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Friday, March 29, 2013

Keeping Our Cool: Canada in a Warming World by Andrew Weaver (Audiobook Review)

Keeping Our Cool: Canada in a Warming World by Andrew Weaver
Post Hypnotic Press
Released on audio 2012
Narrator: David Skulski
Length: 8 hrs 45 mins

I like reading or listening to educational non-fiction books because they keep me informed on subjects that interest me. I don't know much about global warming or meteorology so I decided to give Andrew Weaver's book a go, liking the fact that it was Canadian. If I had any doubt that global warming exists it was gone by the time I finished listening to his book. In a nutshell, Weaver states that global warming is primarily caused by carbon dioxide emissions from fossil fuel consumption. A climate modeller in the School of Earth and Ocean Sciences at the University of Victoria in British Columbia, Weaver takes the time to explain what this means, with an emphasis on Canada's environment.

Weaver goes into great detail about this, using terminology I was unfamiliar with, but also using common illustrations and examples to help me (a layman) understand, which I really appreciated. I have to admit that when the information was more statistical my mind tended to wander. There are a lot of stats in this book! I know the print book includes graphs, diagrams, analyses and the like. Since I am more visual when it comes to dry or textbook material I think that I would have gotten more out of this book if I had read it. I'm faster at solving a mathematical equation if I see it than if I hear it.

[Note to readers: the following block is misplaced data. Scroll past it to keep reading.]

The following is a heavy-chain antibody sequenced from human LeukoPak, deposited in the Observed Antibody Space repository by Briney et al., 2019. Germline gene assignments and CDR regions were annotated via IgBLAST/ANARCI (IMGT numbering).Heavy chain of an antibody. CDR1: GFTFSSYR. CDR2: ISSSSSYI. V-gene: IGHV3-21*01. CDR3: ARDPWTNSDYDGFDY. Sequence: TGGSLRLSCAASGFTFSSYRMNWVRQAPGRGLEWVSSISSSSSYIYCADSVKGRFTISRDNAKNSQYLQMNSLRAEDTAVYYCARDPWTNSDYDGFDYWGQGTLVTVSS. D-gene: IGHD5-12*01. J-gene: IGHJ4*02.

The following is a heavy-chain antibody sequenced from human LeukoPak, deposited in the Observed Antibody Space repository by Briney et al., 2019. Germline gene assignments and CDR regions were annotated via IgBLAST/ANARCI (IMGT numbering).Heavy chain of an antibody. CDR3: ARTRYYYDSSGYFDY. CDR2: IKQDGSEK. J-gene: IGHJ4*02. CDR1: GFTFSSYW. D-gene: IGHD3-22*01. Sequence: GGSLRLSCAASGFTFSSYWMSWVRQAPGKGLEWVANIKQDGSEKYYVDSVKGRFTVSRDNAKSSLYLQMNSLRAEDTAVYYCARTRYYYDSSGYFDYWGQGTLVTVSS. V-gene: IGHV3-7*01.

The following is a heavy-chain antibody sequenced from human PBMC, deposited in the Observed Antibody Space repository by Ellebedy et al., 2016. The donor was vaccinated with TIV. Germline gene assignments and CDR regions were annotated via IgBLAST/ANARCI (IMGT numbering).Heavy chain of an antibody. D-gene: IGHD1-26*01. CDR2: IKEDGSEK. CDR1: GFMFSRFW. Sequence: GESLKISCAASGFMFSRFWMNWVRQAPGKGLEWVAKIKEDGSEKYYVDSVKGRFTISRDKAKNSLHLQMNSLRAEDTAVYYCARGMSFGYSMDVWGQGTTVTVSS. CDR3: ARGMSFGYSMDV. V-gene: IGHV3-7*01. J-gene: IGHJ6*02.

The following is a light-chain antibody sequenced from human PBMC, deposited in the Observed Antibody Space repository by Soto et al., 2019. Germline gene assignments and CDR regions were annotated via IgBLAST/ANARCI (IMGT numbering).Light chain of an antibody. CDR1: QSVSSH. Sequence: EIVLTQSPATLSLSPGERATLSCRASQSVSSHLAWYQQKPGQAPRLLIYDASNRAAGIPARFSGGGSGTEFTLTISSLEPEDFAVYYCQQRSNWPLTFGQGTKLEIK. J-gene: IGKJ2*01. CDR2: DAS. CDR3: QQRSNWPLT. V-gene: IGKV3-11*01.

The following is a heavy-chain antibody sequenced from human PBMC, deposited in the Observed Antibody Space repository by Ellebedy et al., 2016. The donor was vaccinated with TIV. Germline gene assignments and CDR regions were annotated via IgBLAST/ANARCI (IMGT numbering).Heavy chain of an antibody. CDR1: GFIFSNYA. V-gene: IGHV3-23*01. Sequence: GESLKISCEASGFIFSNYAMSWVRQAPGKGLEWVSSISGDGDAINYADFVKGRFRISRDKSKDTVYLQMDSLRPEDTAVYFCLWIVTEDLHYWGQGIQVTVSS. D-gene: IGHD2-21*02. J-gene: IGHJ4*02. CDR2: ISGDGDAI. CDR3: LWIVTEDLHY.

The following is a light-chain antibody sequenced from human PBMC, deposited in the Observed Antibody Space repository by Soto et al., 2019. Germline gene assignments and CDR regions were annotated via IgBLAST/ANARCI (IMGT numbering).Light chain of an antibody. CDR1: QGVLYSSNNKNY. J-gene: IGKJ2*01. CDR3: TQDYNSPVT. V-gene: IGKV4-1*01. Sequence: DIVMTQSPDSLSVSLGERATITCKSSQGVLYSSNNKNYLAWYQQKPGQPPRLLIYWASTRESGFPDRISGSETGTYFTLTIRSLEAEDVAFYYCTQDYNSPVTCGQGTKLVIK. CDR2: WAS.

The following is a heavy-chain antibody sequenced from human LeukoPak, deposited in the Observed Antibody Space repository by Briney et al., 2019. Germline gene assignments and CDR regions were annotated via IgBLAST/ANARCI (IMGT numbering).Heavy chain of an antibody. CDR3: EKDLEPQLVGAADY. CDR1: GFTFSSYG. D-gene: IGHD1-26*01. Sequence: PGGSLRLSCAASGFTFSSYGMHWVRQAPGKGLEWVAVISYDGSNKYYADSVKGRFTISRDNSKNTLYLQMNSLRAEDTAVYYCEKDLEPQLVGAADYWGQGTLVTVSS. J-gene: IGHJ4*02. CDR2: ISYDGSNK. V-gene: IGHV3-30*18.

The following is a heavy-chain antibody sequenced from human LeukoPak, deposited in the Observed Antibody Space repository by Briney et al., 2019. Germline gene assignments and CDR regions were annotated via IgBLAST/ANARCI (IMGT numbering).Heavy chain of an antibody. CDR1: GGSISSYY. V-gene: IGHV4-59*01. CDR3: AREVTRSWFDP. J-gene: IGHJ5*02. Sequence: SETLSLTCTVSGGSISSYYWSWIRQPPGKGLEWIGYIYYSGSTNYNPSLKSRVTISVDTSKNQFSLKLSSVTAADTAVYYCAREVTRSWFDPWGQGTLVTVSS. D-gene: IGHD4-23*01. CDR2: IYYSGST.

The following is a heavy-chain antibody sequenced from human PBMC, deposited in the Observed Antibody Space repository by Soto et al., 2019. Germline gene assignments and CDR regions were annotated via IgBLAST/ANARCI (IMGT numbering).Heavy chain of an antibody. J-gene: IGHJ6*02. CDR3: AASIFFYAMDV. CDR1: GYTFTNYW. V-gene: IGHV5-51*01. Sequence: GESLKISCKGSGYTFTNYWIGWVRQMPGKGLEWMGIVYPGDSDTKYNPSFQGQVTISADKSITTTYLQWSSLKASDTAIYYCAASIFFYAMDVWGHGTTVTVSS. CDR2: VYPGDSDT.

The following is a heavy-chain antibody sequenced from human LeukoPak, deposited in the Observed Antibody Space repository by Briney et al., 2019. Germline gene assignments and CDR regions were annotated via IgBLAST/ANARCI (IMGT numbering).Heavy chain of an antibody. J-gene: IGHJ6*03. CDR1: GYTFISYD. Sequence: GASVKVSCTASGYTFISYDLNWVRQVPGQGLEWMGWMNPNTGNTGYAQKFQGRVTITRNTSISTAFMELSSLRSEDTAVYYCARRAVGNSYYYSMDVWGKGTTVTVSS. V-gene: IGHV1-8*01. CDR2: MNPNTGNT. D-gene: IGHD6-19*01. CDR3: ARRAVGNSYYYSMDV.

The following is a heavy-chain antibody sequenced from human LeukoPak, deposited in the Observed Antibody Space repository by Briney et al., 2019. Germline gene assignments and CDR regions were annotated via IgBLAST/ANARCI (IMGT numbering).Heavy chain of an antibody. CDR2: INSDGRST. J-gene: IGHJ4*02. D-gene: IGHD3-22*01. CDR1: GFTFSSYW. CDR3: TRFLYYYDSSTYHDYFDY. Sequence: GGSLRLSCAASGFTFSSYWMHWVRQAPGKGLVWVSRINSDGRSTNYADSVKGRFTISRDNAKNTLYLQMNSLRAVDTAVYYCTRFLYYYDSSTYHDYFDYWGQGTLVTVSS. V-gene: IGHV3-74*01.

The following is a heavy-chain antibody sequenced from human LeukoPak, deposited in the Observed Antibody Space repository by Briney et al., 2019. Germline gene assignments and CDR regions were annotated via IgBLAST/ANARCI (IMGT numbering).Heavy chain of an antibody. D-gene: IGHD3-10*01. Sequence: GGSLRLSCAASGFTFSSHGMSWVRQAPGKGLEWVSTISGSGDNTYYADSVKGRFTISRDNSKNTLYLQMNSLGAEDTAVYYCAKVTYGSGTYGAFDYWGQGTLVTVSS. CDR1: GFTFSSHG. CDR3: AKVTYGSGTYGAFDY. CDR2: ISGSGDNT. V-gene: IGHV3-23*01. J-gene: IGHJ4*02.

Weaver includes politics in his discussion, brings out arguments against those who don't believe global warming is a reality and shows how this affects the lack of putting into place good solutions for this problem. He states that governmental policies are largely ineffective and that although people are resistant to change, we have a responsibility regarding the future of our children. He ends the book with his ideas of possible solutions including a carbon tax and using sustainable energy sources such as solar, wind, hydro and nuclear energy.

Since I have no science background but have taken an interest in this book purely out of my passion to keep learning new things, I cannot argue for or against Weaver based on science, but as a Canadian citizen I found it eye-opening, convincing and alarming. It made me want to stop driving my car (or perhaps drive less) and feel more responsible toward taking care of my planet.

The narrator David Skulski (who I assume is an older man) has an engaging and wise voice, almost grandfatherly so I felt like I was listening to someone who had life experience and knew what he was talking about. I enjoyed his narration because it came across as someone who had authority in this topic. I recommend this book to all students of meteorology and climate science. I also think Canadian politicians would benefit from knowing and listening to what out climate scientists are saying about the fast-changing climate in Canada.

Note: This book is rated C = clean read.
For more information about this audiobook, visit Post Hypnotic Press.

Reviewed by Laura

Disclosure: Thanks to Carlyn Craig from Post Hypnotic Press  for sending me this book for review. I was not compensated in any other way, nor told how to rate or review this product.



Sound Bytes is hosted by Devourer of Books, a weekly Friday meme where you can link up your audio book reviews.

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